3: Y 0.75X – 4.6, r2 0.99, p 0.008) and Brown (2000)
major changes to the beach fauna were noted after the
                                 identified off-road vehicles as a major cause of decline in
power station began operating, but within ten years, the
                                 populations of Tylos granulatus on the South African west
population density of the bivalve Tellina tenuis showed a
                                 coast. Hosier et al. (1981) noted that vehicle tracks in the sand
considerable decline, although the animals grew faster. At
                                 presented barriers to the seaward progress of turtle hatchlings.
the same site, the amphipod Urothöe started breeding
earlier than before and juveniles grew for longer, reaching a
28% greater size (Barnett & Hardy 1969; Barnett 1971).
Siegel and Wenner (1984) reported abnormal reproduction
in Emerita near a nuclear station in Southern California,
  Radioactive pollution affects few beaches, but has been a
source of concern near nuclear power stations and especially
close to nuclear reprocessing plants (McKay et al. 1986).
Plutonium has understandably been the chief focus of atten-
tion. Plutonium from such sources is generally finely
particulate or in solution and tends to bind strongly onto
sediment particles, especially fine particles, affecting marine
life (Brown 1994).
  While pollution of intertidal beaches most commonly
arises from seaborne materials, pollution of the dunes is
more likely from land-based sources. Fertilizer residues
from agricultural land behind the dunes have been found to
effect changes in dune plant communities (Ranwell 1972)
and pesticides may be a problem. Airborne pollution can be
an important factor, in addition to run-off. Polluted
groundwater is likely to seep seawards, thus affecting the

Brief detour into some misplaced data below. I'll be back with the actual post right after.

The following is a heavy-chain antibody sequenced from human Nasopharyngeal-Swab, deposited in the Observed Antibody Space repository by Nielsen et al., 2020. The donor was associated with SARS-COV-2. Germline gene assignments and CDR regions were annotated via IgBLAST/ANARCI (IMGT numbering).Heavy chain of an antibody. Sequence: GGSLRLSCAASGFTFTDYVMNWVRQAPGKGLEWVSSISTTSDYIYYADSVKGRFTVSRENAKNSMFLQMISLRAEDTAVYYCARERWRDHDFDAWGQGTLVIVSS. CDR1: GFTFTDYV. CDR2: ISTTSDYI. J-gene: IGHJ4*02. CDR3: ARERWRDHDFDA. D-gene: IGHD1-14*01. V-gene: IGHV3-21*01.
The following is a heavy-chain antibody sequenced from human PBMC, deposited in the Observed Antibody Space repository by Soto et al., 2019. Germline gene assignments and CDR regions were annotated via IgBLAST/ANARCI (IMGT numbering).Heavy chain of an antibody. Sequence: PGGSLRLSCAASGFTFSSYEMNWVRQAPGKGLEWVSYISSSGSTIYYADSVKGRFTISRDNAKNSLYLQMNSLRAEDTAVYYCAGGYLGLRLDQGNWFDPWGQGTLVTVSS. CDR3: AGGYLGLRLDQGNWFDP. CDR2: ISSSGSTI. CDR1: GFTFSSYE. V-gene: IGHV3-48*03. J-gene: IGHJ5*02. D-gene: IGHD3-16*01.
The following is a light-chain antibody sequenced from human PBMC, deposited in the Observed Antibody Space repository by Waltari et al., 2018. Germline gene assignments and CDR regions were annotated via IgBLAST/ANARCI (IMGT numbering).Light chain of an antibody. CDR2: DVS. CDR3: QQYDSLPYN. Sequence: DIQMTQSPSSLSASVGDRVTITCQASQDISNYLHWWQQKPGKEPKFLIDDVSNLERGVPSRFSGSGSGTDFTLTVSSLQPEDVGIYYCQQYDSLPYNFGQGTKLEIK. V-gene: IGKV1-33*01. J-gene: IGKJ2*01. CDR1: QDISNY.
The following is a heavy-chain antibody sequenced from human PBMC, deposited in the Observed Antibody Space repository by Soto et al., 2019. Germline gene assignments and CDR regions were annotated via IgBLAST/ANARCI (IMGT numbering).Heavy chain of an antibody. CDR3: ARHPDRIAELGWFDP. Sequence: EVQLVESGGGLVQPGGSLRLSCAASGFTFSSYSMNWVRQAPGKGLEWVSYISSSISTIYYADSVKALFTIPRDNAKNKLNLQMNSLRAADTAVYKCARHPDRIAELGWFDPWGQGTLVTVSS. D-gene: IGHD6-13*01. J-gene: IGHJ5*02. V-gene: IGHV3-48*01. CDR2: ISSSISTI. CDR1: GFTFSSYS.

Figure 3 Regression of percentage injury to the semi-terres-
intertidal beach and even the surf zone. More attention
                                 trial oniscid isopod Tylos capensis against off-road vehicle
needs to be devoted to movements of groundwater with
                                 passes. 95% confidence limits are shown (after Van der
regard to both pollution and nutrient transport (Uchiyama
                                 Merwe & Van der Merwe 1991).
et al. 2000).
    A.C. Brown and A. McLachlan

Mining                                although it is measurable and, even in the lower intertidal,
                                   may injure delicate crustaceans and juvenile bivalves (Moffet
Mining activities can have very severe effects on the
                                   et al. 1998).
ecosystem. In addition to removal of sand itself, mining
may take place for precious stones, such as diamonds, or
                                   Beach cleaning
for various minerals. It may be undertaken on the beach
itself or in the surf zone or beyond; in all cases heavy vehi-
                                   Many beaches are regularly cleaned during the holiday
cles and machinery are involved on the beach. Strip
                                   season and in some cases throughout the year. Cleaning
mining of the intertidal beach effectively destroys the
                                   commonly takes the form of clearing the beach not only of
ecosystem. Many animals, including the meiofauna,
                                   debris left behind by visitors, but also of kelp, wrack and
eventually return as the beach re-establishes its former
                                   other dead or stranded biota. This deprives the ecosystem of
characteristics, but some semi-terrestrial Crustacea may
                                   valuable nutritional input, semi-terrestrial forms such as
fail to do so (Brown 2000). Offshore mining can be equally
                                   talitrid amphipods, oniscid isopods and ocypodid crabs being
disruptive, as the material is usually pumped ashore and